Unpaid customer bills are costing the economy $76 billion and crippling small businesses, according to a new report
Fintech financier The Invoice Market estimated that 2 million small businesses are “drowning” in unpaid bills and are constantly owed an average of $38,000.
The report found that the mining, hospitality, tourism and real estate sectors are the biggest bill shirkers, with schools and health services having the lowest rate of delinquent debts.
The excuse for late payments have gone beyond the traditional “the cheque’s in the mail”, to “being lost in the system”, “in dispute”, “reviewed internally” and “processed offshore.”
The study argued the crisis of unpaid bills indicated a new culture of “corporate selfishness” developing across Australia. But Angus Sedgwick, chief executive of The Invoice Market, said business owners have heard all the stories and know a dodgy excuse when they hear it.
“Businesses know the truth and see it as a fudge,” Mr Segdwick told the ABC.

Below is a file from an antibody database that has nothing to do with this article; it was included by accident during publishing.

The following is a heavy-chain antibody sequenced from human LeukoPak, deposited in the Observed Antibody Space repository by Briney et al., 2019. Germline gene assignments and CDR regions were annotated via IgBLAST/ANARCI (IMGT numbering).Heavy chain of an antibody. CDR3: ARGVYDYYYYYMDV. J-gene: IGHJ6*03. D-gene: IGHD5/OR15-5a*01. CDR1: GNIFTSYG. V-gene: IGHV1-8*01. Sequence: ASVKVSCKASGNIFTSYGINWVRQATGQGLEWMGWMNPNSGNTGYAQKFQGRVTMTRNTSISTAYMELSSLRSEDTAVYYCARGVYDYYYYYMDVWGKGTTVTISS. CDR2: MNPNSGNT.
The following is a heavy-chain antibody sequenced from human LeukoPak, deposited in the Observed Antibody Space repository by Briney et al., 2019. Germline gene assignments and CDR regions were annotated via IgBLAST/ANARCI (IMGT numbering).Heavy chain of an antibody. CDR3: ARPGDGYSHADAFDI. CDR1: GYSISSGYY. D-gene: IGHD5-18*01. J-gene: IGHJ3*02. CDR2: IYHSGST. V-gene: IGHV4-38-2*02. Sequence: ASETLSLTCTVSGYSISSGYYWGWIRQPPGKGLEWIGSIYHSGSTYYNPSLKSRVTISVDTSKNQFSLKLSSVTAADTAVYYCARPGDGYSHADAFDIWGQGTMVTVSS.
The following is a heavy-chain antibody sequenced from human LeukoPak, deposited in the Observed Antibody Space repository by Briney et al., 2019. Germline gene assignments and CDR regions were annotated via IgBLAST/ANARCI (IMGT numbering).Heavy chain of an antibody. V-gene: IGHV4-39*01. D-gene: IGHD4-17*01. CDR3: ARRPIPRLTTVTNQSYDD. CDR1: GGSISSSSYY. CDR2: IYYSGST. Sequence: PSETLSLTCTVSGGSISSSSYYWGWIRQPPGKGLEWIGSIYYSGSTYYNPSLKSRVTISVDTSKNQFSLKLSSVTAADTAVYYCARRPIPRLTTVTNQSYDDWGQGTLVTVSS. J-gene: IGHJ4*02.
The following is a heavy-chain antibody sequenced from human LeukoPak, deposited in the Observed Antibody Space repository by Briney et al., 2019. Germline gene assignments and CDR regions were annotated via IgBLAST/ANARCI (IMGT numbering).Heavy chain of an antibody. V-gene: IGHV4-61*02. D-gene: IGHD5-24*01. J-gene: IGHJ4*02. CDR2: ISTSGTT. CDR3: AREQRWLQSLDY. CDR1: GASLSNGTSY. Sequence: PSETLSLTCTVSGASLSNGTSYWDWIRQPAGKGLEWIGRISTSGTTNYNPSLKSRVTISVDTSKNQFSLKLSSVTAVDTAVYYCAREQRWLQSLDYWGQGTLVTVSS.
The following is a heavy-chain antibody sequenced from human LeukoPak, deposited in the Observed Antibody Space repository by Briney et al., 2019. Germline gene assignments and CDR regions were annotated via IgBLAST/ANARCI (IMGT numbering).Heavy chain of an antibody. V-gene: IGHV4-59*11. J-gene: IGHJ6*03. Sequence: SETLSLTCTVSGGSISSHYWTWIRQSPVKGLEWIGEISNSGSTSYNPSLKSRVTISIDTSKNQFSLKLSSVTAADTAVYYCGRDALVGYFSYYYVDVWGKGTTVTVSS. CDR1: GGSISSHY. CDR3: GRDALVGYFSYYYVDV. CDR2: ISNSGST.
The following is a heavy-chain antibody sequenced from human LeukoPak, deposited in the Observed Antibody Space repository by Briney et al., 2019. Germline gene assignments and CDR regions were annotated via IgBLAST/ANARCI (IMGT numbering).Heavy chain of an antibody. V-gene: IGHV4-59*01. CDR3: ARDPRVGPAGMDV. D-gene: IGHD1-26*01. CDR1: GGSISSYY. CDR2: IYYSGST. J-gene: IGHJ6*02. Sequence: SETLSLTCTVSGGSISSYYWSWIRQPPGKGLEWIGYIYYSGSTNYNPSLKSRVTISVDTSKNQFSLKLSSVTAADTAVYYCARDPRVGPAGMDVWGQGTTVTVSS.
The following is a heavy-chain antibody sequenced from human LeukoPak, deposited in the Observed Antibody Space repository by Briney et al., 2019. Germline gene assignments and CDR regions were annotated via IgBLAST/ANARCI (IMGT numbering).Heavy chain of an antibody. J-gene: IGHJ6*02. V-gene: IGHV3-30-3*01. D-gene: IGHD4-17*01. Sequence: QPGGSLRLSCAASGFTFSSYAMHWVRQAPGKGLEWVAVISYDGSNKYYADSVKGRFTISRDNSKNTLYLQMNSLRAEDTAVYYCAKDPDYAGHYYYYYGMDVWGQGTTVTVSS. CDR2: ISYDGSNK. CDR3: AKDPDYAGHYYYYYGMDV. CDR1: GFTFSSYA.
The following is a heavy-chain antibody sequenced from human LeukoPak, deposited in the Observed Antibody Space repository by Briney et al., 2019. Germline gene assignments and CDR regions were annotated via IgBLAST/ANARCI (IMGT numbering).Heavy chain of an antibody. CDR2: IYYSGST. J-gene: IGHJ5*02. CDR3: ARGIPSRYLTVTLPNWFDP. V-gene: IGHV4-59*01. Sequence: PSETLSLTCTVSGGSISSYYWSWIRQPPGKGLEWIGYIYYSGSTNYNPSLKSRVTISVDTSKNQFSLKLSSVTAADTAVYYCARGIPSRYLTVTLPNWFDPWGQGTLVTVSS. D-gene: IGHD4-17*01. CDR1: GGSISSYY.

“Our research shows that, on multiple occasions, small business owners are having to ask as many as five times for their outstanding invoice to be paid.
“It’s causing a crippling effect on their own business and their ability to pay their own creditors, hire new staff and move their own business forward.”
he research found 46 per cent of small business have to ask two or three times for errant customers to pay their bills.
Half a million jobs could be added, finds report
Angus Sedgwick estimates that 500,000 new jobs could be created if small and medium businesses were able to improve their cash flow and build their businesses.
“Having an additional 500,000 Australians in work would in turn take pressure off federal public spending and usher in a new era of national productivity growth,” Mr Sedgwick said.
The Australian Securities and Investments Commission says poor cash flow is a factor in 40 per cent of business failures.